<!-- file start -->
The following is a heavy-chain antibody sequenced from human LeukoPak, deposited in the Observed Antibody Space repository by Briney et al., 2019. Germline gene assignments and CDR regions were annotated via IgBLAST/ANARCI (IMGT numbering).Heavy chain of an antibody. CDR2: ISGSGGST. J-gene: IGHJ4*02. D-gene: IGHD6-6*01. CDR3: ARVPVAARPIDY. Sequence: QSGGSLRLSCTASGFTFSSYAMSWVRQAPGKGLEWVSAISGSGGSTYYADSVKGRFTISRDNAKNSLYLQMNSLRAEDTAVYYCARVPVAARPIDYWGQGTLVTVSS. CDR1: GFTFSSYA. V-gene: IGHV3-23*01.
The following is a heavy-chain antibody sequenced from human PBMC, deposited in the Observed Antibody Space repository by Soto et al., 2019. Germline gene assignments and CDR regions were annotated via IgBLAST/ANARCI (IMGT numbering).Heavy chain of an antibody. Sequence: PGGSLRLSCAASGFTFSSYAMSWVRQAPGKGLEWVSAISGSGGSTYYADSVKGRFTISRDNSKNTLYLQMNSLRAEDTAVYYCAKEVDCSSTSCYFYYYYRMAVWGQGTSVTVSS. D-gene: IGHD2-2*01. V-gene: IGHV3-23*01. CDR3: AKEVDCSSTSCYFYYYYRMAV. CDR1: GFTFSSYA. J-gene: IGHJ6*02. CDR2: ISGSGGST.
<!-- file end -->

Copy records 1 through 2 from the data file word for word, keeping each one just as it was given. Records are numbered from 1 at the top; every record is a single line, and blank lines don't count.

The following is a heavy-chain antibody sequenced from human LeukoPak, deposited in the Observed Antibody Space repository by Briney et al., 2019. Germline gene assignments and CDR regions were annotated via IgBLAST/ANARCI (IMGT numbering).Heavy chain of an antibody. CDR2: ISGSGGST. J-gene: IGHJ4*02. D-gene: IGHD6-6*01. CDR3: ARVPVAARPIDY. Sequence: QSGGSLRLSCTASGFTFSSYAMSWVRQAPGKGLEWVSAISGSGGSTYYADSVKGRFTISRDNAKNSLYLQMNSLRAEDTAVYYCARVPVAARPIDYWGQGTLVTVSS. CDR1: GFTFSSYA. V-gene: IGHV3-23*01.
The following is a heavy-chain antibody sequenced from human PBMC, deposited in the Observed Antibody Space repository by Soto et al., 2019. Germline gene assignments and CDR regions were annotated via IgBLAST/ANARCI (IMGT numbering).Heavy chain of an antibody. Sequence: PGGSLRLSCAASGFTFSSYAMSWVRQAPGKGLEWVSAISGSGGSTYYADSVKGRFTISRDNSKNTLYLQMNSLRAEDTAVYYCAKEVDCSSTSCYFYYYYRMAVWGQGTSVTVSS. D-gene: IGHD2-2*01. V-gene: IGHV3-23*01. CDR3: AKEVDCSSTSCYFYYYYRMAV. CDR1: GFTFSSYA. J-gene: IGHJ6*02. CDR2: ISGSGGST.